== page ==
Status    : OK
PS C:\>set-service sysmonlog -startuptype automatic
PS C:\>get-wmiobject win32_service -filter "name = 'SysmonLog'"
ExitCode  : 0
Name      : SysmonLog
ProcessId : 0
StartMode : Auto
State     : Stopped
Status    : OK

PS C:\>get-wmiobject win32_service | format-table Name, StartMode -auto

Name                                  StartMode
----                                  ---------
AdtAgent                              Auto
Alerter                               Disabled
ALG                                   Manual
AppMgmt                               Manual
...

-------------------------- EXAMPLE 3 --------------------------

These commands change the description of the Task Scheduler service on the S1 remote computer and then display the result.

These commands use the Get-WmiObject cmdlet to get the Win32_Service object for the service, because the ServiceController object that Get-Service returns does not include the service description.

The first command uses a Set-Service command to change the description. It identifies the service by using the service name of the service, "Schedule".

The second command uses the Get-WmiObject cmdlet to get an instance of the WMI Win32_Service that represents the Task Scheduler service. The first element in the command gets all instances of the Win32_service class.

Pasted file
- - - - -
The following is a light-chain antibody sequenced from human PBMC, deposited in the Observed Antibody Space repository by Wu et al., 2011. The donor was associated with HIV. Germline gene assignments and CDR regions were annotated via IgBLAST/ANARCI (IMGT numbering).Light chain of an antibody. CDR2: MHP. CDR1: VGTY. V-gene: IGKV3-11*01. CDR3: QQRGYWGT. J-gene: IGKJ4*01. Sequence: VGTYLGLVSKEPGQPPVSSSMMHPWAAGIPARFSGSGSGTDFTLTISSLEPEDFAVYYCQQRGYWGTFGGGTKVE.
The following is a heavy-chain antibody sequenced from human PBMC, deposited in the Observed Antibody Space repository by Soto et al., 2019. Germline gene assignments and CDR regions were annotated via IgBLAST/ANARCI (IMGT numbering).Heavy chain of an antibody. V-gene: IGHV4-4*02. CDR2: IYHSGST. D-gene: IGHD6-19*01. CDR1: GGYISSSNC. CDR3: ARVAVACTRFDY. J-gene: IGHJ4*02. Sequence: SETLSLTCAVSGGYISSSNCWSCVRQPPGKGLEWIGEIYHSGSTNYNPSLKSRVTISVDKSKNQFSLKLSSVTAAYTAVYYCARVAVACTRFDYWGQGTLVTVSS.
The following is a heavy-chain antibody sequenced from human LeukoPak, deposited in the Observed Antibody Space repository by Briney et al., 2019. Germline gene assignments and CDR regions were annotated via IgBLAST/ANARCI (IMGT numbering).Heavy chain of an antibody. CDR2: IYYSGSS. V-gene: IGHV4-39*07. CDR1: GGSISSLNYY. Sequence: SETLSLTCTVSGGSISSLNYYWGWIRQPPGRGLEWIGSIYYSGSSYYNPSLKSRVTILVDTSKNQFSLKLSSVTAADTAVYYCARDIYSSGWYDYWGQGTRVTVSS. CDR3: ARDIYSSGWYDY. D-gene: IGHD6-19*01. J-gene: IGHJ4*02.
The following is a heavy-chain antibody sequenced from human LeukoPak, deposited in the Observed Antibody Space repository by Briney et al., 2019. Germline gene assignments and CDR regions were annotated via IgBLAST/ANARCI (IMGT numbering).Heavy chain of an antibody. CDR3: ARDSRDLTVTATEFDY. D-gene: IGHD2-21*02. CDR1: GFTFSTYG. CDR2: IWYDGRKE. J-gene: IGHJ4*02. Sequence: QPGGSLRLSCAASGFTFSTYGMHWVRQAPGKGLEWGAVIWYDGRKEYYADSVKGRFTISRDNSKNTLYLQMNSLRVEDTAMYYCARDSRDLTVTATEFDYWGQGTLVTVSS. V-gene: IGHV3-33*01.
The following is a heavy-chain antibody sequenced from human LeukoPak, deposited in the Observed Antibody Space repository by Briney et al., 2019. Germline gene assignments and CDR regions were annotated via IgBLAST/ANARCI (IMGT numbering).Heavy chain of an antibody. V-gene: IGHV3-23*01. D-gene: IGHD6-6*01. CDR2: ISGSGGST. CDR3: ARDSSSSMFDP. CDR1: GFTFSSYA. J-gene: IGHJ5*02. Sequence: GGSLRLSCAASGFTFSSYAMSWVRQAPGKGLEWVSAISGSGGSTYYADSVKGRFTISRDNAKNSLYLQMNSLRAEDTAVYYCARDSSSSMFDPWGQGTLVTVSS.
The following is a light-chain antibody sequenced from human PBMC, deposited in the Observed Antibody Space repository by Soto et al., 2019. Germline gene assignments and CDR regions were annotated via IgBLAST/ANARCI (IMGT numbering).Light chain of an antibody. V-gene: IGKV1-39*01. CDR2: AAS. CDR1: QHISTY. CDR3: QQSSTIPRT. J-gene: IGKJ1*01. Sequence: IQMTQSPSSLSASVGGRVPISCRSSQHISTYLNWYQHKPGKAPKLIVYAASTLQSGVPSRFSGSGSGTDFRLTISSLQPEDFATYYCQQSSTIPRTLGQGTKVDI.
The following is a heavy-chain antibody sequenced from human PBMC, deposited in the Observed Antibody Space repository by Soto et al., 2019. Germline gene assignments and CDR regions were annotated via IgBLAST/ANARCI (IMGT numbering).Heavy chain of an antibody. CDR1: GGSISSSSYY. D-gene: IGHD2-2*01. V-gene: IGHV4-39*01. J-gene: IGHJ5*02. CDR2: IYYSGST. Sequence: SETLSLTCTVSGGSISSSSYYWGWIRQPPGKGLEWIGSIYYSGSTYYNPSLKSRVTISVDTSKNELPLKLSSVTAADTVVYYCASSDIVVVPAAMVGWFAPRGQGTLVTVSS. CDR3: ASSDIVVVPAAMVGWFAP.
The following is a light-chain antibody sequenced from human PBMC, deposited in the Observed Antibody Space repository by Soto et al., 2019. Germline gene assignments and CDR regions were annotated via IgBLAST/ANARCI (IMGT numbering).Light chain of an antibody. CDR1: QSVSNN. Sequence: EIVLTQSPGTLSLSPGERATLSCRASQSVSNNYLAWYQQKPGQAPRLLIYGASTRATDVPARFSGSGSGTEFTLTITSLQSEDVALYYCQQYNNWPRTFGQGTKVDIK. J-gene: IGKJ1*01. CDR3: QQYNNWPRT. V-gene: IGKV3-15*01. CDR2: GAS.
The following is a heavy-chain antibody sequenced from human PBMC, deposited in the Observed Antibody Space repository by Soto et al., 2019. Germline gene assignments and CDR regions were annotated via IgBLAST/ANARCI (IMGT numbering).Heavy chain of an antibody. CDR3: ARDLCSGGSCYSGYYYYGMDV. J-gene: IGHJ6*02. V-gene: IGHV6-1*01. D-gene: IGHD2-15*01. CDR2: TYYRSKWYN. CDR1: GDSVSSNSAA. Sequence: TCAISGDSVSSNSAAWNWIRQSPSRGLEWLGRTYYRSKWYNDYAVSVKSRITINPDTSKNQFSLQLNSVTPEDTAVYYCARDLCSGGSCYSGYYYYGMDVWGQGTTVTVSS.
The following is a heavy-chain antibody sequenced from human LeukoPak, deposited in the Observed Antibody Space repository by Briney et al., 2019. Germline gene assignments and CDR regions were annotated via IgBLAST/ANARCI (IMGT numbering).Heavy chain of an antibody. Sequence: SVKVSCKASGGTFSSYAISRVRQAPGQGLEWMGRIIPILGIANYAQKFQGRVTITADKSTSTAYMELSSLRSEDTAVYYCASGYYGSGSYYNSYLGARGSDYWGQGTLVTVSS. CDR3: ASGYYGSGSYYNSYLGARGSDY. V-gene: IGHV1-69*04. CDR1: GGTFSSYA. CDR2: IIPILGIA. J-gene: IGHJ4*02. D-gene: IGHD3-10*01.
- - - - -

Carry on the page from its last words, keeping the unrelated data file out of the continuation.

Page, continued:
The pipeline operator (|) passes the result to the Where-Object cmdlet, which selects instances with a value of "Schedule" in the Name property.

Another pipeline operator sends the result to the Format-List cmdlet, which formats the output as a list with only the Name and Description properties.


PS C:\> set-service -name Schedule -computername S1 -description "Configures and schedules tasks."
PS C:\>get-wmiobject win32_service -computername s1 | where-object {$_.Name -eq "Schedule"} | format-list Name, Description

-------------------------- EXAMPLE 4 --------------------------

This command starts the WinRM service on the Server02 computer. The command uses the Status parameter to specify the desired status ("running") and the PassThru parameter to direct Set-Service to return an object that represents the WinRM service.


PS C:\> set-service winrm -status Running -passthru -computername Server02

-------------------------- EXAMPLE 5 --------------------------

This command suspends the Schedule service on the S1 and S2 remote computers. It uses the Get-Service cmdlet to get the service. A pipeline operator (|) sends the service to the Set-Service cmdlet, which changes its status to "Paused".


PS C:\> get-service schedule -computername S1, S2 | set-service -status paused

-------------------------- EXAMPLE 6 --------------------------

These commands stop the Schedule service on the local computer.

The first command uses the Get-Service cmdlet to get the Schedule service. The command saves the service in the $s variable.

The second command uses the Set-Service cmdlet to change the status of the Schedule service to "Stopped". It uses the InputObject parameter to submit the service stored in the $s variable, and it uses the Status parameter to specify the desired status.


PS C:\> $s = get-service schedule
PS C:\>set-service -inputobject $s -status stopped